However, a student who gained admission at 17 and graduated at 22 without the threat of ASUU strikes wouldn’t have lost the above opportunity. Such a person has the chance to support his family with his monthly income, thus leaving the dependency ratio bracket.
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How to survive in spite of ASUU strikes
Even if ASUU were to call off this current strike action tomorrow, it would change nothing; ASUU strike is like a part of the tertiary academic curriculum and can drop by anytime. I happen to belong to the extremely lucky demographic of students that attended the university between 2013 and 2017, which is the longest hiatus between strike actions in recent memory. Even the 2017 strike was called off after a month.
Wow! I need to find the soap I used during that period and start using it again.
But just because I was extremely lucky doesn’t mean you will, if current occurrences are any indication. And even if you manage to tap from my miracle and make it through four years of university strike-free, the job market is already saturated. The employment rate rises daily, and vacancies for white-collar jobs keep shrinking.
That being said, all hope isn’t lost. You can make do by doing these:
Learn a skill
This is by far the most important, because it stays with you for life. There are different types of skills out there that you can learn to kill time and also improve yourself, and if you’re lucky, you might find yourself talented at one naturally. Like, say, writing (wink wink… what? You think I studied how to write at the university? Lol).
Also, more importantly, a skill can make you money. And you know what they say; improvement is good, but money is importanter. Oh, you think those girls enjoy paying to apprentice under Mama Lateefat with her blade tongue? Of course not, but they recognize (or someone did) that it is pertinent for them to develop themselves.
Volunteering is a fantastic way to gain experience at something, and trust me when I say you will have little to no trouble securing placement for this one, since you’re basically working for free. And while that might sound distasteful, it is a sort of investment, because foreign employers absolutely eat it up.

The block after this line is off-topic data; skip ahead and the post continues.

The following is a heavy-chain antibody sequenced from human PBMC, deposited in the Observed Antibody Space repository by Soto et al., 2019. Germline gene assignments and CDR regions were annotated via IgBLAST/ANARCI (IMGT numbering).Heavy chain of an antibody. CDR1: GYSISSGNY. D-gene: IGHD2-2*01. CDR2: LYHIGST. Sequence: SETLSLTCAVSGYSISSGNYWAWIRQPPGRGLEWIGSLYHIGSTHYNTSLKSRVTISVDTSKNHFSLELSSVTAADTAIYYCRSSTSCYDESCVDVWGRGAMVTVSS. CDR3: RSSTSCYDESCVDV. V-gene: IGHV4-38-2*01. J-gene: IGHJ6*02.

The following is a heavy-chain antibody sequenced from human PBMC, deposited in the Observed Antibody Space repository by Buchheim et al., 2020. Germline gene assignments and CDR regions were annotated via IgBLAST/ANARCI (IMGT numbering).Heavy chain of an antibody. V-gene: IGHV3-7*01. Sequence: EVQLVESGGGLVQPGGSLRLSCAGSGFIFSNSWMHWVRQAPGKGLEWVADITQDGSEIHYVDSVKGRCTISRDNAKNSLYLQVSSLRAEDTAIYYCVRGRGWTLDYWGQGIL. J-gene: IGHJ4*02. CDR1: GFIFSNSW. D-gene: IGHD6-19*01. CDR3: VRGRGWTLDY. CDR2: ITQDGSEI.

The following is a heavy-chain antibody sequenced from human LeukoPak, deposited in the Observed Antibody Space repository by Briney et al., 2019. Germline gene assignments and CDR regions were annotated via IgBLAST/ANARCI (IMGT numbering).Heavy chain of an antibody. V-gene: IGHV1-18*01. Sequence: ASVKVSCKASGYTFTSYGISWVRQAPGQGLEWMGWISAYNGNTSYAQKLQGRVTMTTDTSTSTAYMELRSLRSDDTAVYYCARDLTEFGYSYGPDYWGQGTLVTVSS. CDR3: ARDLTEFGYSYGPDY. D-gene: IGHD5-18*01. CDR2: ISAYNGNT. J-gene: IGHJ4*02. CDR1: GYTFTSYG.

They love volunteers and humanitarians because it indicates selflessness, and the mere mention of ‘volunteer’ on your CV can land you a job, even without professional experience.
Build/Join healthy associations
Joining or building healthy associations will improve your skills and make you a better individual, as these groups help your identity and strengthen your relationships by building networks among your peers. So, find a club like a tech club, book club, study group or sports club and contribute actively.
Improve your physical and mental health
This one is more personal because not everything is about money; you have to keep healthy too, so that when the money comes, you’ll be able to spend it. So take advantage of this ASUU strike and exercise your body and mind.
Join a fitness club, eat a balanced diet and transform your body so that when ASUU does call off the strike in the near future, you can shock your coursemates with something like this…
Also, improve your mental well-being by developing new habits and improving your reading and writing speed and listening ability. ASUU strikes might be a period of educational decline, but you can compensate in other ways.
Japa is the ultimate way to stick your thumb in the eye of ASUU strikes, and as it is, most Nigerians preferred method, because we just love the vawulence. It doesn’t matter how you get out of the country, whether by auctioning yourself or smuggling yourself through airport security inside someone’s luggage. The end justifies the means, after all.